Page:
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BBC's North Korea documentary to air tonight despite LSE complaints

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The BBC’s 'North Korea Undercover' is set to air tonight despite complaints over the use of LSE students as cover. 

John Sweeney, one of the BBC’s top investigative journalists, gained entry to the country posing as an “LSE student, PHD in History”, attaching himself, his wife and a BBC cameraman to a party of ten LSE students.

The BBC insists the students were briefed before the visit, but has been forced to admit to a certain amount of deception. Students were told “a journalist” would accompany them on their trip and no mention was made of a major documentary being filmed. However, it is only once the students reached Beijing, halfway into their trip, that they were made aware of whom the three journalists were.

The London School of Economics’ reaction to the revelations has been one of outrage. According to LSE, the university was not made aware of the visit, which took place between the 23th-30th March, until a meeting with BBC officials on 9th April.

The following day, LSE’s chairman requested that the BBC pull the documentary and issue a full apology, but Tony Hall, the recently appointed Director General of the broadcaster, insists that the documentary is in the highest public interest and will go ahead. A North Korean government agency has also asked that the documentary isn't broadcast.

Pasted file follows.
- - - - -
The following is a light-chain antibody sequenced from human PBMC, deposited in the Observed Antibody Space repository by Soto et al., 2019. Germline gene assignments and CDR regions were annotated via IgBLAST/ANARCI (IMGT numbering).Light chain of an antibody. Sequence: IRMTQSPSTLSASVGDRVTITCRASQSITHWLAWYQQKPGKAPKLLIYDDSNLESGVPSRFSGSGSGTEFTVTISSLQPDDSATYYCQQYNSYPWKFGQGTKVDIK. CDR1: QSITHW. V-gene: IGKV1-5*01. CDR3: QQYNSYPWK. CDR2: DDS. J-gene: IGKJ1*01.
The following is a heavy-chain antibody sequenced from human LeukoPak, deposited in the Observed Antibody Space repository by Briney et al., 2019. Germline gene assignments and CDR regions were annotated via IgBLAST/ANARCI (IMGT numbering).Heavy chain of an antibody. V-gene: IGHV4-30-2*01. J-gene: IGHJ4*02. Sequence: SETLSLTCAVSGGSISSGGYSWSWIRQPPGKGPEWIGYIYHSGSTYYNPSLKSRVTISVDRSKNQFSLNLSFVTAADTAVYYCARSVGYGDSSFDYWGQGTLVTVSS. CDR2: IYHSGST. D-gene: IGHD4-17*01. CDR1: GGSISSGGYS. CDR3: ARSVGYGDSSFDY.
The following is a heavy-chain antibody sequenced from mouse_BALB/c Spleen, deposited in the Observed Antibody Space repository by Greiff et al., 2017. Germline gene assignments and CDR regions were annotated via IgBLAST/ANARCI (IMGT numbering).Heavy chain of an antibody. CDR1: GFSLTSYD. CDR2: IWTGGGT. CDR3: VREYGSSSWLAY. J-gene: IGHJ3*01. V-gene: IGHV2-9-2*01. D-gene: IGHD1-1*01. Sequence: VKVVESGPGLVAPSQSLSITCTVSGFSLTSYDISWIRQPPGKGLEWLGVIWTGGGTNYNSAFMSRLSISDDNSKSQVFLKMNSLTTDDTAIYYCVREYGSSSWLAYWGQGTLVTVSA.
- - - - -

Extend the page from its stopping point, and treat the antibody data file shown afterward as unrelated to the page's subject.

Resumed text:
In an email to staff and students of the university, LSE said that “the risks taken were unacceptable”, despite the BBC stating that a full risk assessment was made before the trip. It also said that “LSE is fully supportive of the principle of investigative journalism in the public interest, and applauds the work of journalists in dangerous parts of the world.

!We cannot, however, condone the use of our name, or the use of our students, as cover for such activities.”

The university remains concerned that the BBC’s actions may have jeopardised future trips from staff and students to dangerous locations as part of their research.

Two students and the parents of another have voiced their complaints, and the BBC has agreed to pixelate their images for the documentary. 

Panorama: North Korea Undercover is on BBC1 Monday 15th April at 9pm.




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